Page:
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Saturday, 28 October, 2000, 15:59 GMT 16:59 UK
Trimble hardens arms stance
Ulster Unionist leader David Trimble has defeated another attempt by dissidents to force his party to withdraw from Northern Ireland's powersharing Executive by hardening his stance on IRA arms decommissioning.
Delegates at Belfast's Waterfront Hall rejected proposals from the anti-agreement faction led by the Lagan Valley MP and voted in favour of allowing the first minister and his UUP colleagues to remain in government.
Mr Donaldson's proposal involved a UUP withdrawal from government if the IRA failed to begin actual decommissioning by the end of November.
An unsuccessful attempt was made to broker a compromise during an adjournment but in the end it was decided by a straight vote between the two proposals.
However, Mr Trimble's victory could be overshadowed by difficulties with the SDLP and Sinn Fein caused by the hard line proposals on decommissioning which he put to the meeting.
He said Sinn Fein ministers would not be nominated to attend North-South ministerial meetings.
This sanction would be lifted once the IRA began substantial engagement with the Independent International Commission on Decommissioning headed by General John de Chastelain.
If either government or any other party blocked these proposals, Ulster Unionist ministers would respond by withdrawing from selected NSMC and BIC meetings.
He also proposed a formal review by the governments if there was no progress and a moratorium on policing reforms pending an "assured peace" .
The UUP leader said progress would be reviewed in early January.
He told delegates that Prime Minister Tony Blair was backing his proposal that the weapons body take a "more pro-active role" in fulfilling its mandate.
The body should provide regular reports, set deadlines and prescribe timetables on re-engagement with the IRA, decommissioning procedures, the commencement of the process and when it would be completed.
After the result was announced at approximately 1450 BST, the UUP leader said the differences between himself and Mr Donaldson were "merely tactical".
He said the latest crisis had been brought about the failure of the IRA to deliver on the promise it made in May.
"We are in these difficulties only because of the default of republicans."
He said the measures he had proposed would have been implemented earlier but for the calling of the UUC meeting.
"I considered for tactical reasons that I should hold back this important measure which, had I done it before this meeting, it would simply have been pocketed by my opponents.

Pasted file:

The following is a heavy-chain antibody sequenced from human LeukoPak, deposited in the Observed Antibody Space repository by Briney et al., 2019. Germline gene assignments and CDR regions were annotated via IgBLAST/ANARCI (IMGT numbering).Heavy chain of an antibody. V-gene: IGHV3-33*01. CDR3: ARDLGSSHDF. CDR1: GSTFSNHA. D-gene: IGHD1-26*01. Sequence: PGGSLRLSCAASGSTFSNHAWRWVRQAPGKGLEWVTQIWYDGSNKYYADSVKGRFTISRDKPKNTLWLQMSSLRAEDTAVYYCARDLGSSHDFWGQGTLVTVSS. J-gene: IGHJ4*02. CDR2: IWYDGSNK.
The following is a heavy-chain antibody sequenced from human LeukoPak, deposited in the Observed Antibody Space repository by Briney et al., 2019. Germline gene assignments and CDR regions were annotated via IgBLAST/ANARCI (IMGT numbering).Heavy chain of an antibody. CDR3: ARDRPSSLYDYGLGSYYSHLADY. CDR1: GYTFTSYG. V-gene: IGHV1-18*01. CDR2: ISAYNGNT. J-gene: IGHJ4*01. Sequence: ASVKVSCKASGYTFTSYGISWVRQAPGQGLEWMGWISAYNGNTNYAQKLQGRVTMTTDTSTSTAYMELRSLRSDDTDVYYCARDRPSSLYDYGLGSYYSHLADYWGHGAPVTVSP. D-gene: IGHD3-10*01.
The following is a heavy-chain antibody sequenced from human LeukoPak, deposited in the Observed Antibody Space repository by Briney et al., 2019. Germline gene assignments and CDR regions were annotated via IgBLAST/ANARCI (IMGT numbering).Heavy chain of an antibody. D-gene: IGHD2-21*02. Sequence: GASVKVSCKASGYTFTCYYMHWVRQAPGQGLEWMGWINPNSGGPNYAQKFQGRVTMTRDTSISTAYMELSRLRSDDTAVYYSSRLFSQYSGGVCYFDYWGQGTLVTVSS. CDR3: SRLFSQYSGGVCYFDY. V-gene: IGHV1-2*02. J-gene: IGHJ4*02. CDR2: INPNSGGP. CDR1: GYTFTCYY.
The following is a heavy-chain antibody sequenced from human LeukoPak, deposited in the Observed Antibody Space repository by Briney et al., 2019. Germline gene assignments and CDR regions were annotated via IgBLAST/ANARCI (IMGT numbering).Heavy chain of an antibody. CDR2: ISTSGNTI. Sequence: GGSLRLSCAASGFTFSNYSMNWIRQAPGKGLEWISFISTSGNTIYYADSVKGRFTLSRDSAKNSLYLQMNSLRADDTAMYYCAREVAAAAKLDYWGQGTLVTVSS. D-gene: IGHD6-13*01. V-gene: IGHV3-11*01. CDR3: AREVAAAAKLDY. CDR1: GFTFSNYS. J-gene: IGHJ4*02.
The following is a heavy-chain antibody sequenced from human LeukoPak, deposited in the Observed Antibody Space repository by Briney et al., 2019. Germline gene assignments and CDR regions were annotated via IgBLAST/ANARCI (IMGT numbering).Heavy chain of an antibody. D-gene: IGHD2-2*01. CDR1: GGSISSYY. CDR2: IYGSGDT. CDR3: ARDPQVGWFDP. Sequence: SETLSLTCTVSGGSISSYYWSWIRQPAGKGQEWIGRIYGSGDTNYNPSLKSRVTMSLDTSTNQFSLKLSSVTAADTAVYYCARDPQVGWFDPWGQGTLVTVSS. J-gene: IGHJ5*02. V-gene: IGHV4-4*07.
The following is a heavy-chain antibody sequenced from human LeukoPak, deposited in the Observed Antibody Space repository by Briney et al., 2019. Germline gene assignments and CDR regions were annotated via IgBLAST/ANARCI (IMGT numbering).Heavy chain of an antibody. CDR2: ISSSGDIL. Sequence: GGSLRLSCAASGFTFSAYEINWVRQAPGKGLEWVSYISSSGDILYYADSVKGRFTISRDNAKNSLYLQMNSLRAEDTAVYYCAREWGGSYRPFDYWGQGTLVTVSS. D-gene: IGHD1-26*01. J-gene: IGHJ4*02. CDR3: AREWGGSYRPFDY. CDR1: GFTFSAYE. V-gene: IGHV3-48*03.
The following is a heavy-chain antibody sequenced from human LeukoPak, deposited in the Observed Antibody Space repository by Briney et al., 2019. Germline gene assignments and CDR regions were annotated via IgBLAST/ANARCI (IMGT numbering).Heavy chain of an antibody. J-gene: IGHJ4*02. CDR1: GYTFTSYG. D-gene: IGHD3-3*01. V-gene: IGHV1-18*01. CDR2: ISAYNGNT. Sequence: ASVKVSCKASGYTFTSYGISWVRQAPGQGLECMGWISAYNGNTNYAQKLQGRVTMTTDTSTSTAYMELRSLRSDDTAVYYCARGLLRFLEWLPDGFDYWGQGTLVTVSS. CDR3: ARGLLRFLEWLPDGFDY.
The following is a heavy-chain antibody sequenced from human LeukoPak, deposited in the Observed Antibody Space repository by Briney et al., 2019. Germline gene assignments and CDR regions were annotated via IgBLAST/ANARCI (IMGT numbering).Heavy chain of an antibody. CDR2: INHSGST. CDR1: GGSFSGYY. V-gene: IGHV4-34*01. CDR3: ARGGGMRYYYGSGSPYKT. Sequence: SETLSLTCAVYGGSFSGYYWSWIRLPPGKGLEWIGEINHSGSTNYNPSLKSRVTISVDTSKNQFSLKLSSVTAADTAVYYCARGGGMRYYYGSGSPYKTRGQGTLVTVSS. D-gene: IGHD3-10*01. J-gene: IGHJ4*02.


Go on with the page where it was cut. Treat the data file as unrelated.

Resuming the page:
"This is a matter of saying to Sinn Fein that failure to keeping your promises is not a cost free option."
The issue of decommissioning and concern over proposed reforms to policing have caused deep divisions within the UUP since devolution returned to Northern Ireland in May.
"We did not get everything we wanted but David Trimble has moved very firmly on to our ground."
He said he would give the process "two months" and if there had not been actual decommissioning, he would be back in January.
On Thursday, it emerged that the re-inspection of a number of IRA arms dumps had taken place, but party dissidents did not feel this went far enough.
The body overseeing decommissioning also said it could not report any progress on actual decommissioning, since the renewal of contact with the IRA in June.
Secretary of State Peter Mandelson expressed his delight at Mr Trimble's victory and urged nationalists not to "over-react" to the new strategy being proposed by the UUP leader.
"If you portray this as a recipe for collapse, it could well be a self fulfilling prophesy."
He said he would not oppose a review of the Good Friday Agreement if there were problems and if all the parties were in favour.
He also indicated he would be arranging a meeting with David Trimble in the coming week.
Republic of Ireland foreign minister Brian Cowen has said he is "concerned" over the outcome of the meeting.
He said he would be meeting Mr Mandelson soon and added that the two prime ministers would also be in contact.
Sinn Fein's Gerry Kelly said the approach now being adapted by Ulster Unionists was "ill-advised" and "in clear breach of the Good Friday Agreement".
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